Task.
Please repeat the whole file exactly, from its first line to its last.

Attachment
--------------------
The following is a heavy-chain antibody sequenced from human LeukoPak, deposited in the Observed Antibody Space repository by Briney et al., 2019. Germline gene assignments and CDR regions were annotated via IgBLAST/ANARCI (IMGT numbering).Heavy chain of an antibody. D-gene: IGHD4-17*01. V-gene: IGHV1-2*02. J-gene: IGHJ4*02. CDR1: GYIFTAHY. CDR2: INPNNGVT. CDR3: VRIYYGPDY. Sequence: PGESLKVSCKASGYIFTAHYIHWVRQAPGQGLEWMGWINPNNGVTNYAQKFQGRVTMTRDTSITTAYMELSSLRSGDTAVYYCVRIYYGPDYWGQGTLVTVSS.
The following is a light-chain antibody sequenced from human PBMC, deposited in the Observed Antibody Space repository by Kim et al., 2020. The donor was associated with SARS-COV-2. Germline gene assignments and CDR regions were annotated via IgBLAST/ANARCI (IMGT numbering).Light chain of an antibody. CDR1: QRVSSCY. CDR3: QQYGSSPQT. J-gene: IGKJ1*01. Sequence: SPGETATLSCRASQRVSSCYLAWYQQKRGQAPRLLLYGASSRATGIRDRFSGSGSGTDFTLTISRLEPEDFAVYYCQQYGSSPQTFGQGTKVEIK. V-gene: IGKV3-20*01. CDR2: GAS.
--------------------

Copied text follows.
The following is a heavy-chain antibody sequenced from human LeukoPak, deposited in the Observed Antibody Space repository by Briney et al., 2019. Germline gene assignments and CDR regions were annotated via IgBLAST/ANARCI (IMGT numbering).Heavy chain of an antibody. D-gene: IGHD4-17*01. V-gene: IGHV1-2*02. J-gene: IGHJ4*02. CDR1: GYIFTAHY. CDR2: INPNNGVT. CDR3: VRIYYGPDY. Sequence: PGESLKVSCKASGYIFTAHYIHWVRQAPGQGLEWMGWINPNNGVTNYAQKFQGRVTMTRDTSITTAYMELSSLRSGDTAVYYCVRIYYGPDYWGQGTLVTVSS.
The following is a light-chain antibody sequenced from human PBMC, deposited in the Observed Antibody Space repository by Kim et al., 2020. The donor was associated with SARS-COV-2. Germline gene assignments and CDR regions were annotated via IgBLAST/ANARCI (IMGT numbering).Light chain of an antibody. CDR1: QRVSSCY. CDR3: QQYGSSPQT. J-gene: IGKJ1*01. Sequence: SPGETATLSCRASQRVSSCYLAWYQQKRGQAPRLLLYGASSRATGIRDRFSGSGSGTDFTLTISRLEPEDFAVYYCQQYGSSPQTFGQGTKVEIK. V-gene: IGKV3-20*01. CDR2: GAS.